Ruth was a great role to play with, and it was a real privilege to work with Greg. Our height difference was comical in itself, as I’m only 5ft, and he’s waaaaay over 6ft something.
How was it reading the script for the first time and why would you recommend watching the show?
I laughed out loud reading the script. Which is sort of rare. The show has a brilliant premise and also some amazing guest stars – people like Helena Bonham Carter and the great Stephanie Cole (who I’ve loved since Tenko).
Was there anything that drew you to the role of Miss Tapioca in The Worst Witch and how much did you know about the franchise before joining the cast?
I had been in the Tim Curry/Diana Rigg The Worst Witch movie as a child extra in the 80s. But my scene had been left on the cutting room floor. So, to then get a second chance to be in the CBBC version years later was a dream.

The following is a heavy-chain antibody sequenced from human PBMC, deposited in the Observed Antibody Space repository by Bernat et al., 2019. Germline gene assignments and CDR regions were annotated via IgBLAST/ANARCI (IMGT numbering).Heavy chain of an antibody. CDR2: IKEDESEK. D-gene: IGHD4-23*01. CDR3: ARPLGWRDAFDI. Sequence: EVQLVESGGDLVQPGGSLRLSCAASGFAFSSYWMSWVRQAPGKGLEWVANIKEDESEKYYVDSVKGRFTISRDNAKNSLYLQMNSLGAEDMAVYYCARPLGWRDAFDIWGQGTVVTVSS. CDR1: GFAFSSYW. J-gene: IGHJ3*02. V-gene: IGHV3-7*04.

I’d been a big fan of The Worst Witch books as a child too. I got a bit wobbly when I met Jill Murphy on set, especially when she gave me a signed copy of the first book. It was great loss to the children’s fiction world when she sadly died a few years ago. It was a real honour to have met her, and to have been a part of a show she had had such a big input in.
How was the experience working on a CBBC show and being on set?
Meeting the other witches, people I’d admired for years, was the best bit. I had to pinch myself working alongside Clare Higgins and Wendy Craig. I’m still mates with Clare now. We still have our witchy-woo chats, and meet when we can.
I loved playing Miss Tapioca too. A grumpy, rubbish cook, but her heart was in the right place. She was a proper gem of a comedy role. I miss playing her.
Can you tell us about your character Dr. Ward in Coronation Street and how was it filming the soap?